Make it a goal to engage your children fully when you take them places this week. Don’t use playgrounds or pools or arcades or whatever summer fun you have planned as a babysitter. Use it is a date! A date with your child. Talk to them, learn about their interests, laugh, make memories, I promise you they want it more than you know and someday that won’t be so true.


(P.S. While I am on my soapbox this goes for your spouse too. If you are out together put the phones away for the most part. Check that text if you need (esp. if you have  sitter 😉 ) but then put it down. Those little letters on the screen aren’t going anywhere.)





Needs vs Wants

We are turning off our cable. It’s just too expensive to justify on one income with a budget to tight for savings so we have made the choice it has to go.

Why? Why not keep it and use credit cards (which we paid off in anticipation of one income) if something unexpected comes up? Or use our emergency savings?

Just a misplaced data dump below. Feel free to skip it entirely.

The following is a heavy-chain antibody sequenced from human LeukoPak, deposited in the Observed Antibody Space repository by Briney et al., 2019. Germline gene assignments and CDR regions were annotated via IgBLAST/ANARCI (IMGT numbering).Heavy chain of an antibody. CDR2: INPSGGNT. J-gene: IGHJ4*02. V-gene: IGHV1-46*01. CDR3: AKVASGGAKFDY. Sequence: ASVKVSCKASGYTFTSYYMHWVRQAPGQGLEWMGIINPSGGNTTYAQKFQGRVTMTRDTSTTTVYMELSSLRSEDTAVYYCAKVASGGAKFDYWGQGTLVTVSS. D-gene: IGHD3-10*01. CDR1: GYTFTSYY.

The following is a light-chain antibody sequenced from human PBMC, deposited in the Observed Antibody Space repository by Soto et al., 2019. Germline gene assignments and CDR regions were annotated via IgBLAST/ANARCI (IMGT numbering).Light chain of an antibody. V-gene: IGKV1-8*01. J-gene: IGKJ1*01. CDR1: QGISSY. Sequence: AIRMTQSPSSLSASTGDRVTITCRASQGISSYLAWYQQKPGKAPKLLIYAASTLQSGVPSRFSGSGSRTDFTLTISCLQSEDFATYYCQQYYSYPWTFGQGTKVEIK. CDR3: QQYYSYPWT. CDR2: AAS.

Because it is a want, not a need so it can not stand in the way of needs (like responsibly budgeting and saving).You should never put yourself in precarious financial situations over wants. My generation (i’m 27) seems to believe we are entitled to every comfort. That they are necessary. They aren’t.

You do not need or deserve cable or a smartphone or internet or brand name food or a gym membership. You are not owed anything from anyone.

The sooner you recognize this the sooner you can develop a healthy relationship with money.

I literally cringe when I hear someone complain about being broke while they drink starbucks, smoke a cigarette, eat in a restaurant, go to the gym or watch their cable tv. If you do not have money then you do not need to buy these things. Stop buying the lies.

Stop letting them convince you that it’s ok or normal to have credit card debt. (Or student loan debt which is another story for another post).

I’m canceling the cable and you know what, i’m not that sad. We’ll still watch some stuff online sometimes or check out movies from the library but honestly it was costing me more than money anyway. I will be glad to have the time and the money back and I will feel peace of mind knowing that our budget won’t be as tight each month.

Do you have an area of your life you probably should cut but just can’t quite commit too?